Friday, April 6, 2018
The great artists see it coming.
Back in their native Soviet Union, in the 1960s, collaborative artists Alexander Melamid and Vitaly Komar fashioned a body of work that deployed socialist realist tropes in comically magic realist and even downright Warholian terms, anticipating, by a good half century, this year’s film“Death of Stalin” (and for that matter the persistence of Putin). Following their arrival in America in 1978, they continued in much the same vein, though they broke up as a collaborative almost 15 years ago.
In February 2016, Melamid, for his part, flush off the success of his great urinal show (an extended revisioning of Duchamp’s epochal Fountain, on its 100th anniversary), decided to honor the 150thanniversary of Courbet’s scandalous Origin of the World (L’origine du Monde) with his own End of the World (Le But du Monde), a quite shocking portrayal of some guy’s (actually his own) naked rear end, cheeks spread, anus exposed and rampant. Talk about dialectical materialism: if his two ass-cheeks represented thesis and antithesis, where did that put the rest of us, his painting’s viewers? With this work, he anticipated, well, everything that was to follow through the rest of that year and, frankly, up till the present.
From April fifth to April twenty-eighth, Melamid’s will be the centerpiece, as it were, of an entire show given over to the theme of Assholes, with contributions from several dozen other artists, at the Plato’s Cave (!) exhibition space of EIDEA House in Brooklyn.
St Benedict might well have approved—or anyway understood. Benedict, the founder of the Benedictine Order in the sixth century AD, taught that the foremost virtue of the righteous monk was “discretion.” Over the years, interpreters have differed over what exactly the good saint meant or was getting at, but some have cited the origin of the word, which is to say, dis-escretio, to infer that he might have been heralding the ability to know the difference between food and shit and to understand that each has its place (shit being good for fertilizer, say, but not for eating). Discretion being, therefore, precisely the virtue our civic culture stands most in need of during this Age of Trump.
So, what better time than these, our very own End Times, to make our way over to the show? And if it gets to be too much, we can always remember the old saw: What did the one butt-cheek say to the other? If we can just stick together, maybe we can put a stop to all this shit!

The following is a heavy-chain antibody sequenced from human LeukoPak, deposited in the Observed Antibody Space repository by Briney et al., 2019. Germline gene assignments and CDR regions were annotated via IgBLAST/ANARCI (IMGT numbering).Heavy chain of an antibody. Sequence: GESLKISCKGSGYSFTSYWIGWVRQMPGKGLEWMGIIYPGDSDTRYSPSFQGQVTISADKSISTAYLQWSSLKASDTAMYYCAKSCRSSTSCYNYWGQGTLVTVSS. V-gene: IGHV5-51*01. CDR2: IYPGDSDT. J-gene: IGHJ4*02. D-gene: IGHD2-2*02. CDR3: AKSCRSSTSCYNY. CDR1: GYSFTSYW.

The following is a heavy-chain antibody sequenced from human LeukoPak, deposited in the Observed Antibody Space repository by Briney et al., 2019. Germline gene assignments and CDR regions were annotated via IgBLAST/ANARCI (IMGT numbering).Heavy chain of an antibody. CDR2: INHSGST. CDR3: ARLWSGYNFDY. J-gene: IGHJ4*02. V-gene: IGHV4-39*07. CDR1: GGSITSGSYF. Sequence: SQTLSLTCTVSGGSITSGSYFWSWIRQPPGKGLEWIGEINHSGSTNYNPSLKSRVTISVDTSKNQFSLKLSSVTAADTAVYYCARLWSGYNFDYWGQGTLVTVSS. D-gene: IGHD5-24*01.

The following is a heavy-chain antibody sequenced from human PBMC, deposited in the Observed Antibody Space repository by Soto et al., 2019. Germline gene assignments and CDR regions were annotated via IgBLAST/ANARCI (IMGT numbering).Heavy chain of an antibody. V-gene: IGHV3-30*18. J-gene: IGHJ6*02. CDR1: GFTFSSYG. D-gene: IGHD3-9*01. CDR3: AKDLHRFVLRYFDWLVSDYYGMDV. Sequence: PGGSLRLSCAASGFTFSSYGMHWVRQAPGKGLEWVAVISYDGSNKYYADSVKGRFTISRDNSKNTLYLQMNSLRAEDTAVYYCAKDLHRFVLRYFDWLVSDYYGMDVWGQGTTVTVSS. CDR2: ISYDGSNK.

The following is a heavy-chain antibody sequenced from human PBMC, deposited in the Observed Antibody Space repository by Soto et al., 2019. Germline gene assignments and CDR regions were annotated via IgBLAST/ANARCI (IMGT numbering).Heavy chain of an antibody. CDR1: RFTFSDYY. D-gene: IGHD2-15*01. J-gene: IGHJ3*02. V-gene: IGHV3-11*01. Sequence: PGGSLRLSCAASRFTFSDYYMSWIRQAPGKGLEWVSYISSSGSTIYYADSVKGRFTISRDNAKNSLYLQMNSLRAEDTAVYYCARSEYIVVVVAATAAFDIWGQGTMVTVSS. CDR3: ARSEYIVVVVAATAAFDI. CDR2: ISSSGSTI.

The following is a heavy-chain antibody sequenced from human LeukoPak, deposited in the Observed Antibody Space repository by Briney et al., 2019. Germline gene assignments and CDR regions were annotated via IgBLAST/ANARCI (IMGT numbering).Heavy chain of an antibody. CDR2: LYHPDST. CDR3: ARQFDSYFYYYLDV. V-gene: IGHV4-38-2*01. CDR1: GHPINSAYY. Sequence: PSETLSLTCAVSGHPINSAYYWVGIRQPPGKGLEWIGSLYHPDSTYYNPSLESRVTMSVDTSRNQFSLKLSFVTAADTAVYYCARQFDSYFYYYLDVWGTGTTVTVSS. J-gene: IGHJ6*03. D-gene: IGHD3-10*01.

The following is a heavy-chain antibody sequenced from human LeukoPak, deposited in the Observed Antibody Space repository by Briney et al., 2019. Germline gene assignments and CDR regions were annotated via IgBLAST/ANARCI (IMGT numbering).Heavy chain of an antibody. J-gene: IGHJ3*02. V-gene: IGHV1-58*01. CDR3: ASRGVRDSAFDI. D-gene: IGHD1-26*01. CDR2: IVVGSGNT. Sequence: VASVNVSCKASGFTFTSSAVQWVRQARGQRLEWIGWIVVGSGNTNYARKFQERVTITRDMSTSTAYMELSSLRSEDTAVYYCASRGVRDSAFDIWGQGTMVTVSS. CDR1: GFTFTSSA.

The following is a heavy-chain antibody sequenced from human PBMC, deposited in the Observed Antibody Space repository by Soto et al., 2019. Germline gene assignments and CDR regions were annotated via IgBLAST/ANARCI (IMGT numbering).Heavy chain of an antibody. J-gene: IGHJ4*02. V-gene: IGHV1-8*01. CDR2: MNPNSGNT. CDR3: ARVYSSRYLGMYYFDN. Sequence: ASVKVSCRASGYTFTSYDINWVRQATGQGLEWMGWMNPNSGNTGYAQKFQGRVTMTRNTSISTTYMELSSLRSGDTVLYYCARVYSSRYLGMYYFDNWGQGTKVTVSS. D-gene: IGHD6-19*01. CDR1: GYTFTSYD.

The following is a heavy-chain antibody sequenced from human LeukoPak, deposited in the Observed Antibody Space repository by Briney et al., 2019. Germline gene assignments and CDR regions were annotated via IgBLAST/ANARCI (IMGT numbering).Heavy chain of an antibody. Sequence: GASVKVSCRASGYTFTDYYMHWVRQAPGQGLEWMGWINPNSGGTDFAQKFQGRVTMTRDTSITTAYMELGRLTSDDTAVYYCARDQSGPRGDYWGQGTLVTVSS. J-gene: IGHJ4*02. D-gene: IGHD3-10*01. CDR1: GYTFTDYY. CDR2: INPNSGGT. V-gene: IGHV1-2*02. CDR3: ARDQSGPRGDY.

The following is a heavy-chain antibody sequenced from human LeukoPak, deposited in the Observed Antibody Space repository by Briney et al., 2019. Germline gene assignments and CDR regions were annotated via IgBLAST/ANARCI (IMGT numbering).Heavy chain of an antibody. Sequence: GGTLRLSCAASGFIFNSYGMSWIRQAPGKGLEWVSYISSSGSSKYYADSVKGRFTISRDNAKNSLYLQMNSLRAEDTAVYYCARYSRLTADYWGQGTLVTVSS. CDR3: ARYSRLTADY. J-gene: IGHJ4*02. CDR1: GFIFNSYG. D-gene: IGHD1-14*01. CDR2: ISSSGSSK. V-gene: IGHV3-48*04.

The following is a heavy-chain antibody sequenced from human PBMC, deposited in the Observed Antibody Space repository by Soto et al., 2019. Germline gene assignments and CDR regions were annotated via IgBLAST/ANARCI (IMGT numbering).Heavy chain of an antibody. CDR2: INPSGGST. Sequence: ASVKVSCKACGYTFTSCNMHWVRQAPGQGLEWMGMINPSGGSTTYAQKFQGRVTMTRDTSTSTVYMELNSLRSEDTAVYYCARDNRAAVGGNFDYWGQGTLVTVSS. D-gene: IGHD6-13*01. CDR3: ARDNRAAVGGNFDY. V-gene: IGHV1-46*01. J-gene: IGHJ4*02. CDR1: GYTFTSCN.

The “Assholes” exhibit will be on display at Plato’s Cave in Brooklyn from April 5th to April 28th, 2018.
Lawrence Weschler, Director Emeritus of the New York Institute for the Humanities at NYU, is the author, most recently, of Uncanny Valley: Adventures in the Narrative.
Posted by Cabecilha at 7:16:00 PM
The modern history of the cut-up -begins with the advertising age and the Victorian craze for scrapbooks. Later, with Cubism, Dada, and Surrealism, collage became a form of modernist protest against bourgeois good taste. (Clement Greenberg called it “the pasted--paper revolution.”) Now collage and its close cousins—bricolage, décollage, and assemblage, all methods of crafting new work from old materials—are such familiar gestures that we may overlook the genre altogether. And yet collage has an aesthetic tradition all its own, one that honors materials and materiality, foregrounds handiwork, and exalts intimacy and whimsy while reclaiming the scraps of everyday life, whether these are candy-bar wrappers or postcards, matchstick boxes or newspaper ads.
“The notion of taking the vulgar bits and putting them in the context of a painting or a drawing, and calling it high art—that was certainly a revolutionary gesture at one time,” says Pavel Zoubok, a New York City gallerist devoted exclusively to collage and the curator of this portfolio. “I don’t know how much you can really violate anything anymore—people will alwaysbe cutting the heads off pictures of political figures and gluing them onto something else. But there is a whole new generation of artists embracing the medium and a whole new affection for collage,” he says. “People are naturally drawn to the tradition because it encompasses the things we know, the things we live with, and it embraces them out of a preservationist impulse—to save something that otherwise would be thrown away.” Collage is a cultural tool always near at hand: “It’s a more democratic medium—in theory we can all make a collage,” Zoubok says, careful to add, of course, that “collage is easier said than done.”
The following images cover much of the past century and reveal a family history of the genre, from the Dadaist fragments of Hannah Höch to the layered Pop of Joe Brainard, the arcane virtuoso Ray Johnson to the wunderkammer craftsman Joseph Cornell. Collages charged by jarring contrasts appear alongside painstaking pictorial compositions, some of which approach trompe l’oeil; two-dimensional tableaux are placed next to three-dimensional assemblage objects; the engaged beside the apolitical, and the elegant beside the rough—often within a single, eclectic work.
Posted by Cabecilha at 7:15:00 PM
Posted by Cabecilha at 6:07:00 PM